What Kind of Pet ID Should You Use?

No, you don’t need a “driver’s license,” but you should make sure your dog is identifiably yours. (By: mariposavet)

There are several steps you can take to increase the chances of your dog being returned to you if lost, or to decrease the chances of your dog being stolen. Here are three different methods.

1. Pet Tags

By far the most important piece of information on your pet’s tag is your telephone number, including the area code. Everything else is optional.

Some people don’t like to put their dog’s name on the collar, as that can make it easier for a thief to coax your dog along with their name. The choice is up to you. Attach the tag to your dog’s collar securely. Do not use the “S” hooks — many tags are lost that way. Use the keyring type of attachment, or, better yet, have the tag riveted onto the collar.

Of course, one problem with tags is that they are easily removed simply by taking off the collar.

There are a few services with which you can register a pet tag, and you get an ID number and an 800 number for the person who finds your dog to call. Depending on the service, they will guarantee pickup of your pet, necessary veterinary attention and hold the dog until they can contact you.

2. Tattooing

Get your dog tattooed. Tattoos cannot be removed or lost. This will help identify your dog and get it returned to you (most animal shelters will not destroy a tattooed dog). It helps deter theft and ensures that your pet will not wind up in a laboratory somewhere. Your veterinarian can give you pointers on someone who can tattoo your pet.

Tattooing is an excellent way to protect your pets. In fact, there are animal science laboratories and vet clinics around the country that sponsor low-cost tattoo clinics and tattoo “fairs.”

Get the tattoo put on the inside of your dog’s thigh. This is much harder to remove than one placed in your pet’s ear. As long as your dog is older than 5 weeks old, they can be tattooed. The younger, the better — puppies are more easily controlled than adult dogs are.

You need to get the tattoo number registered, or it isn’t very useful in locating you. If you use a national registry, use a number that will not change. (Social Security numbers are good.) There is a one-time fee for registering the number, and you can then register other pets with the same number.

Anesthesia is not required to do a tattoo, though it can help. You might consider having your dog spayed and tattooed at the same time, for example.

Note that tattooing (or microchipping) is a prerequisite for registering a purebred dog in some countries, such as Canada.

Unfortunately, tattoos can fade over time. Also, especially in double-coated or long-haired breeds, it may be hard to find the tattoo when the hair grows back. You can keep the area shaven, of course, but your dog might be lost long enough for the hair to grow back.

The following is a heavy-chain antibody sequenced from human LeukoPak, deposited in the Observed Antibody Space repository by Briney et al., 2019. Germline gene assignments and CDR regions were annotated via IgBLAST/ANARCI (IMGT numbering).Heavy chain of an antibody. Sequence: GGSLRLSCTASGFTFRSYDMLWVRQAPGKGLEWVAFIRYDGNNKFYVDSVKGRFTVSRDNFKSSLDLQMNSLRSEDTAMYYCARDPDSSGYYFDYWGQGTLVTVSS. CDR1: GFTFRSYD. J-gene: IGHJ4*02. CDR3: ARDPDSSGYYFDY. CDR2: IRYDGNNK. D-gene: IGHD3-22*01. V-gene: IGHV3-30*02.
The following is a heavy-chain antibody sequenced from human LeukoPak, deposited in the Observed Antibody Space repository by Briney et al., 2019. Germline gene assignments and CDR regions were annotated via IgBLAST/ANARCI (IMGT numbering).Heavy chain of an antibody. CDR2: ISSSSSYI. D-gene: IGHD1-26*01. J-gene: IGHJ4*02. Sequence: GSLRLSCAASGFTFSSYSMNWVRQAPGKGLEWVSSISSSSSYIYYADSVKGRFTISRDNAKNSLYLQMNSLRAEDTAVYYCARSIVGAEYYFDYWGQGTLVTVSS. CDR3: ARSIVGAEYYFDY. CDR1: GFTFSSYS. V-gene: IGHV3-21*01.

3. Microchip

An alternative is the injected microchip. The microchip contains a numbering system that is readable with a scanner.

Each company has its own database you can register with. Each microchip has a code that is assigned to you (or your kennel) and your pets. Information that is kept on file includes extra emergency numbers should your pet be impounded or taken to an animal hospital because of injury or illness. Your vet’s name and number are also included, along with any important medical info about your animal. This is important for animals with life-threatening medical conditions. Keep this information up to date!

Not all shelters check for the chip, but many are now doing so in the United States. Because tattoos can fade over time, this is an alternative to consider. It takes only a couple of minutes to insert the chip and fill out the form. After that, all you have to do is pay yearly dues.

You generally want to be sure that the person doing it has medical training, for sterility and health reasons. The chip must be placed between the shoulder blades and not migrate (effectively disappearing). Note that rare occurrence of chip migration does not hurt the dog, but it can make it difficult to read the chip. It’s suggested that you have the chip read periodically to make sure it’s still in place.

The chip itself is about the size and shape of a grain of rice. The needle is hollow and, on the end of a syringe that contains the chip, about 3mm wide. Once in, the chip is inserted with the plunger from the syringe, and it is done in about 20 seconds.

About Pet Thefts

Animal thefts do happen — this is a fear of pet parents everywhere.

First of all, if your dog is missing or stolen, you have a responsibility to report this crime to the police. They may not always be able to do anything about it, but if they get several reports, they can justify putting some time on it. Don’t make the mistake of thinking that you are bothering the police.

Call the shelters and the local vets and tell them of your loss; they can be on the lookout for your dog. Most veterinarians will take a description of your dog and contact others in the area to keep an eye out for them.

Put up flyers in the immediate area. If your dog has been tattooed or microchipped, the dog may show up shortly.

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